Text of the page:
Unusual extra’s creating even better customer experiences
Over recent months I’ve had a need to travel in and out of St. Pancras station in London.
There are a lot of things I like about the station, not least being the great shopping, the ambience and the friendly staff manning both the station and the shops within the station itself. But there’s one thing on my list you’d never, perhaps, expect.
Certainly some Finance directors or similar, could easily dismiss it as being without value: It’s the upright pianos that the station has placed in the station concourse, unlocked, for the ivory-tickling pleasure of any traveller’s with pianistic inclinations.
After a long day in the office, it’s a great stress reliever, and people around seem to enjoy it as well.
Although there’s no specific return on investment of having these piano’s in the station, it certainly adds value to the customer experience, which is why this isn’t really an article about pianos or about St. Pancras Station. It’s an article about the danger of being too quick to remove or even not consider at all, elements of the customer experience that your customers may be interested in or already attached to.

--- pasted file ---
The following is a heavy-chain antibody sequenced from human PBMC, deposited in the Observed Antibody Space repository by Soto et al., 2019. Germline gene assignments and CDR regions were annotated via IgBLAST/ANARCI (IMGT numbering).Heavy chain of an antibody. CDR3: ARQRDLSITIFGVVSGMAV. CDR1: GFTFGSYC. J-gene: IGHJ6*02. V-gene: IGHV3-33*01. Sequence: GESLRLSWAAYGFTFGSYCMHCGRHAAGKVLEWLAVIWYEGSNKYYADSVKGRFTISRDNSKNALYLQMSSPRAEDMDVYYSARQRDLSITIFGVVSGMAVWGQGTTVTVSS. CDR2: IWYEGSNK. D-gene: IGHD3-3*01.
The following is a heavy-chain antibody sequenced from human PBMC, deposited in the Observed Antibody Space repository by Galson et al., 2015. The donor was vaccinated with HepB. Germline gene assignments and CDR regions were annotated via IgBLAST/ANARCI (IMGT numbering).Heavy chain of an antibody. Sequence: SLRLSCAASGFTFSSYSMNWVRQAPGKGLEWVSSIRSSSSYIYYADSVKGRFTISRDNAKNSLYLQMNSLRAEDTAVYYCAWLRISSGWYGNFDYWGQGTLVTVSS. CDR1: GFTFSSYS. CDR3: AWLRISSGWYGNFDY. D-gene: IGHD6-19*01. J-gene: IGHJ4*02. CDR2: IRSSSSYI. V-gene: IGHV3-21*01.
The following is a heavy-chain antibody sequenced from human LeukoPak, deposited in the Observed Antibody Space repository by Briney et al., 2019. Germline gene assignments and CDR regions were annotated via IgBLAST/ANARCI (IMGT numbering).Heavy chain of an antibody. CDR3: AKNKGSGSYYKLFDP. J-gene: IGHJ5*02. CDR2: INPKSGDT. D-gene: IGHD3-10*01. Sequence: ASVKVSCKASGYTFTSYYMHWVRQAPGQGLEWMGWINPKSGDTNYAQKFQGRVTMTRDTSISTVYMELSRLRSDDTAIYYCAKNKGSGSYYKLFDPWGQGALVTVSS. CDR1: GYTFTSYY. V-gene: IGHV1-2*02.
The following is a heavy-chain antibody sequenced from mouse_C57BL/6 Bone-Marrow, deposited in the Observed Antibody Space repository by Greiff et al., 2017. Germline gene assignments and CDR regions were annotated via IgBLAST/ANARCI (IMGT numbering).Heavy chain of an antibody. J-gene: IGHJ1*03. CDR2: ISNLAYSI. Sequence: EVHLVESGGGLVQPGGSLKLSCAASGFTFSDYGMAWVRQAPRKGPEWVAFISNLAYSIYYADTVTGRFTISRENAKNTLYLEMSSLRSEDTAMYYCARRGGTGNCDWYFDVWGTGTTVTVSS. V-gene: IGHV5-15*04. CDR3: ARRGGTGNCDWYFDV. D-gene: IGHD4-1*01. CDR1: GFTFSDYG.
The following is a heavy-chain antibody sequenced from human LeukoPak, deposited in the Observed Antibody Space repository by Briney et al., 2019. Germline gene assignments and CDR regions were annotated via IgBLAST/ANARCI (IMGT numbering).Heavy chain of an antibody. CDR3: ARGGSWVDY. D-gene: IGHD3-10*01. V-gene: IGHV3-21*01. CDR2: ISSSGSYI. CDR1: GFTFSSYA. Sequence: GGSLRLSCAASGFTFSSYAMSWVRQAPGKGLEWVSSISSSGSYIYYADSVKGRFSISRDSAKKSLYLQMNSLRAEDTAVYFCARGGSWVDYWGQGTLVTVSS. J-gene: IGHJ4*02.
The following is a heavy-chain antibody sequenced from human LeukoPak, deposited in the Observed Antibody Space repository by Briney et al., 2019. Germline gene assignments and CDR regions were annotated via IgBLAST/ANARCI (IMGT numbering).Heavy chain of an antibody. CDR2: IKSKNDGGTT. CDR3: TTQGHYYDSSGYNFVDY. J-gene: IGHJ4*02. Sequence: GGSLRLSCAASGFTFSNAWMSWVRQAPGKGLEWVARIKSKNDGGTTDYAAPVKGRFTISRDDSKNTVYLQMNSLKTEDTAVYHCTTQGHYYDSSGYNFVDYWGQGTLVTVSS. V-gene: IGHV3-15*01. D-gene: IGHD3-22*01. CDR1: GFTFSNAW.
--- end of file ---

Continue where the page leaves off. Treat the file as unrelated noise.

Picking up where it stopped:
It’s important to change things around to keep customers interested. Relentlessly reviewing your offerings is a key part of successfully engaging customers in the long term. But service-focused companies can shoot themselves in the foot by deleting crucial value from their service offerings, in the name of efficiency. When they realize what they’ve lost, it’s too late.
In the same way, aspects of your service that seem expendable to you, and thus ‘‘wasteful’’ to retain, may have come to have emotional value for some of your customers. To make matters worse, even interviews with your most articulate customers may fail to register accurately the depth of their attachment to, say, being greeted by the smell of fresh coffee in your reception area in the mornings—because the strength of long-term emotional attachments tends to be underestimated, until it’s too late.
A more general problem is that people usually aren’t paying close attention to their positive experiences, and therefore don’t know what specific aspects of their experience felt especially good to them. When you ask people to think back on an experience, they try to come up with ‘‘a theory of why I liked/disliked it’’—which is what you asked them to do, after all.
So keep an open mind when it comes to adding extras to enhance your customer experience, even when there’s no tangible return on your investment.
New Chapter Learning are a UK Training Consultancy, specialising in Customer Service and creating learning that sticks